How new is your new car?

Sounds like a trick ques­tion? You’re right. Like ev­ery­thing else in the car world, the def­i­ni­tion of “new” is ne­go­tiable

The Courier-Mail - Motoring - - Cover Story - BILL McKIN­NON

IF you think “new” ap­plies to the shiny four-wheeled ob­ject you’re about to sign up for, that it just rolled off the pro­duc­tion line, hasn’t been driven, is packed with state of the art tech and won’t be su­per­seded for a few years, you’re prob­a­bly wrong. I’ll ex­plain … Get a car’s birth­day wron­gong and it can cost you se­ri­ous money. When a car leaves the fac­tory, it car­ries a build plate, which hich iden­ti­fies the month and nd year it was man­u­fac­tured.

When an im­ported car ar­rives in Aus­tralia it iss also fit­ted with a com­pli­ance ce plate, which iden­ti­fies the month onth and year it landed and cleared red cus­toms with the rel­e­vant vant ap­provals ac­cord­ing to o the Aus­tralian De­sign Rules. es.

When you buy, reg­is­ter­ster and in­sure a new car, it­sts model year is de­ter­mined ned by the com­pli­ance plate date.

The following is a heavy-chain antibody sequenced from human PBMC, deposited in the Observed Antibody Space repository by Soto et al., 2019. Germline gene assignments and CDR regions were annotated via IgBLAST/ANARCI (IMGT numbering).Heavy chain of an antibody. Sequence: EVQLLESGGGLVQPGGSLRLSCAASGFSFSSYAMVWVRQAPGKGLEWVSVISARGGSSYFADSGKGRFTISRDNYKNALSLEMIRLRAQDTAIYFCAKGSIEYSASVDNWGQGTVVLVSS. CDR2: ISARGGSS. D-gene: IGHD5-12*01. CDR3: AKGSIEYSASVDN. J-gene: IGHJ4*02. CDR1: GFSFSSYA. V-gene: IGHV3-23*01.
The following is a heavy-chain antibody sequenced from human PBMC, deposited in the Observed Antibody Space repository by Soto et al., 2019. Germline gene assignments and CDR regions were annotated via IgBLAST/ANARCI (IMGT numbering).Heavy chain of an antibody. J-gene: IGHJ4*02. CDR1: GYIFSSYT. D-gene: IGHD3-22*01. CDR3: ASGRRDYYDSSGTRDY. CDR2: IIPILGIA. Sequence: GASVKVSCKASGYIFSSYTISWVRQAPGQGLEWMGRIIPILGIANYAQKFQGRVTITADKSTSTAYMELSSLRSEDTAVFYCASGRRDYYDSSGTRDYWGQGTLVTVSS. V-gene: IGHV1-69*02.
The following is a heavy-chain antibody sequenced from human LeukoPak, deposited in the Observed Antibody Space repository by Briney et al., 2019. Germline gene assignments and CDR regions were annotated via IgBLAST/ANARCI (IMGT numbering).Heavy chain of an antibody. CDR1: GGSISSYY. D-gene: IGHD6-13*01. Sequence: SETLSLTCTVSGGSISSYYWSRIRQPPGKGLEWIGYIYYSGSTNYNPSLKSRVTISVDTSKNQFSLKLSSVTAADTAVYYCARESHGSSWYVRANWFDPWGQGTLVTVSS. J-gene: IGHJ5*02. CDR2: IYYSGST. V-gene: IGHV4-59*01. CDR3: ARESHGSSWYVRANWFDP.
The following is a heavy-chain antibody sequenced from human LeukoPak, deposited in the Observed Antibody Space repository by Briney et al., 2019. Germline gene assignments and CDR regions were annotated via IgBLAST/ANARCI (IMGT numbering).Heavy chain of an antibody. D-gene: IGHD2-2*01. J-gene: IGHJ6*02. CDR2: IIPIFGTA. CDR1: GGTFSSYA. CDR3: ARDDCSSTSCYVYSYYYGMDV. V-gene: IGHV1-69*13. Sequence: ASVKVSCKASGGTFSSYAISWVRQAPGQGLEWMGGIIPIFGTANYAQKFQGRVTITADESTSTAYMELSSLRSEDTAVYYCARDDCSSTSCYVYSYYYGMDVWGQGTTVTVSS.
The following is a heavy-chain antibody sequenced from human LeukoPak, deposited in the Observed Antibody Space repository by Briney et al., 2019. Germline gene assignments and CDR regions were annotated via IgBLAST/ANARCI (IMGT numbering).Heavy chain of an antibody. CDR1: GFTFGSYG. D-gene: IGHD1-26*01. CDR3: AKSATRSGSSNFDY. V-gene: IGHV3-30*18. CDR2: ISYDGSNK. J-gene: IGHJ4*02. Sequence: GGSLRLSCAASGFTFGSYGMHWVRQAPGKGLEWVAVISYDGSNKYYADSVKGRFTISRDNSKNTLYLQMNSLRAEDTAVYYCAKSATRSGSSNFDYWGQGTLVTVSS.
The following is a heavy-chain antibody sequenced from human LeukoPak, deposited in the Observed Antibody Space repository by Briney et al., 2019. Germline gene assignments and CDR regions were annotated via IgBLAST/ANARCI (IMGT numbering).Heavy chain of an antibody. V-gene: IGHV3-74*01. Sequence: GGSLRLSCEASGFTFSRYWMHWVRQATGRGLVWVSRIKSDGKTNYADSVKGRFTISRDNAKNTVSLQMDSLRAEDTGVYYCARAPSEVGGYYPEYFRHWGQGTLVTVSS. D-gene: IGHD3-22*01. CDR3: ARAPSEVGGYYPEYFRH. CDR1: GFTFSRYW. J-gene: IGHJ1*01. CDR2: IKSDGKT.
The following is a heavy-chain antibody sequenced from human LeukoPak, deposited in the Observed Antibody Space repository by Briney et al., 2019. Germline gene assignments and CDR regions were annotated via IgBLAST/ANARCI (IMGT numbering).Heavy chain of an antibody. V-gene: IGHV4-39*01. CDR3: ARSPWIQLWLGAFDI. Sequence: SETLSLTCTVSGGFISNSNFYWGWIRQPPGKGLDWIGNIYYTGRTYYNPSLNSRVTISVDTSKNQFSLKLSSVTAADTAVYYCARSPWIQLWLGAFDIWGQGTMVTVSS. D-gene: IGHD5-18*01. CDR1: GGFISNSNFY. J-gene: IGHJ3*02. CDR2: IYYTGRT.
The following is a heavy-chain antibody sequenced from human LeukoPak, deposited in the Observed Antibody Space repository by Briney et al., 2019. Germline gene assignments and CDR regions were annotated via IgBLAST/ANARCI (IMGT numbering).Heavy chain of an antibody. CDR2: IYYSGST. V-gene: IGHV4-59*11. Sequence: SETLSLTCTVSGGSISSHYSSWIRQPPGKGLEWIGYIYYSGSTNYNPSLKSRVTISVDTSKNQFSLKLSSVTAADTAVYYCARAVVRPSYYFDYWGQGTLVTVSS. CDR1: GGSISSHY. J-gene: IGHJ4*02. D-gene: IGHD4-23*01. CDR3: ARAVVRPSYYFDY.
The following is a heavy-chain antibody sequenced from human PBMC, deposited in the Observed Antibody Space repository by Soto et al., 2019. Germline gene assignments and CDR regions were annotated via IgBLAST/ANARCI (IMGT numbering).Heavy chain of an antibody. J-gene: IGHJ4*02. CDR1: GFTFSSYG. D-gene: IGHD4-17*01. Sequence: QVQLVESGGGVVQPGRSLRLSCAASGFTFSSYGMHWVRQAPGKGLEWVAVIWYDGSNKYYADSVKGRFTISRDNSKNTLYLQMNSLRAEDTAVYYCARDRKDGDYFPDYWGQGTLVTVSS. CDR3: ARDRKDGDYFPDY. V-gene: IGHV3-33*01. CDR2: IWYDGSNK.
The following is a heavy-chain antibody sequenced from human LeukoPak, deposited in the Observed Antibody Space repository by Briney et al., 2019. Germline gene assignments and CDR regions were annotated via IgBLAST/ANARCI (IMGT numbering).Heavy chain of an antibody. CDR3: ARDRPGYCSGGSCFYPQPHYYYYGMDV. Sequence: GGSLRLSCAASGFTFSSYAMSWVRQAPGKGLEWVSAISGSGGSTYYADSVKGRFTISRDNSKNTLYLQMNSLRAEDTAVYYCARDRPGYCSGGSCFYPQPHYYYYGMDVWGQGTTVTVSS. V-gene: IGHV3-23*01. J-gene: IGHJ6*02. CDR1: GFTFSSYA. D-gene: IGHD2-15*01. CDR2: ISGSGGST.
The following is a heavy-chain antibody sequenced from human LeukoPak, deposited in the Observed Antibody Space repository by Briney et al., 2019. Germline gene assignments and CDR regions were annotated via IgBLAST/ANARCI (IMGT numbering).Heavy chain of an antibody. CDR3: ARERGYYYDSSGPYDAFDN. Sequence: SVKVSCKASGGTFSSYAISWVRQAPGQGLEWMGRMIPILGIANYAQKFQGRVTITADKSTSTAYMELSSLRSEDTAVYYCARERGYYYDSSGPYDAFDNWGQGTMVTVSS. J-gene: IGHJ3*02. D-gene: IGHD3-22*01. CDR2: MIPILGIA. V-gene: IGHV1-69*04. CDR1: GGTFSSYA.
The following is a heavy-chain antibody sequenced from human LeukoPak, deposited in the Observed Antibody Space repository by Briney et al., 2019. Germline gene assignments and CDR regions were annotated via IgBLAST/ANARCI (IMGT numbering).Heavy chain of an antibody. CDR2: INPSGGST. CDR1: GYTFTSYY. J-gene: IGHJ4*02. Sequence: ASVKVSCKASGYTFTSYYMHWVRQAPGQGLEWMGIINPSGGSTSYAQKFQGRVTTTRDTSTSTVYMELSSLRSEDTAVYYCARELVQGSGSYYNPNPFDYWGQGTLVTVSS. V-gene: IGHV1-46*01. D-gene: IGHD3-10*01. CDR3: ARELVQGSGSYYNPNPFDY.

It’s of­ten the case thathat an im­ported car is built in the year be­fore it ar­rives in Aus­tralia, tralia, so the build plate will iden­ti­fyn­tify the car as be­ing a year older than the com­pli­ance plate.

If you’re buy­ing a new car, your friendly lo­cal dealer will point to the com­pli­ance plate as ev­i­dence of its birth­day.

How­ever at trade-in time they will also have a look at the build plate, and if it’s from a year ear­lier, that’s the year they will use in valu­ing the car, be­cause one year older means it’s worth less.

In the early months of a new year, most im­porters and deal­ers are still hold­ing com­pli­ance-plated stock from the pre­vi­ous year. You’ll of­ten see it ad­ver­tised in Jan­uary with a dis­count, for the same rea­son — it’s now one year old.

Al­ways check the com­pli­ance plate and build plate dates. If ei­ther or both are stamped with last year’s date, your new car isn’t re­ally new any more, so fac­tor this into the deal. A sim­i­lar trap ap­plies here. In the car busi­ness, ev­ery­body from the global supremo to the sales ju­nior at the small­est dealer has to meet targets. If they don’t, they soon get to spend more time with the fam­ily.

So im­porters and deal­ers will some­times reg­is­ter new cars late in the year to get them in­cluded in an­nual sales num­bers, even though the cars haven’t ac­tu­ally been sold to real peo­ple. These cars will then be sold as demon­stra­tors, usu­ally with a few kilometres on the clock and of­ten at an at­trac­tive price. That That’ss fine but the fac­tory war­ranty starts tick­ing as soon as the car is reg­is­tered, so if a demon­stra­tor

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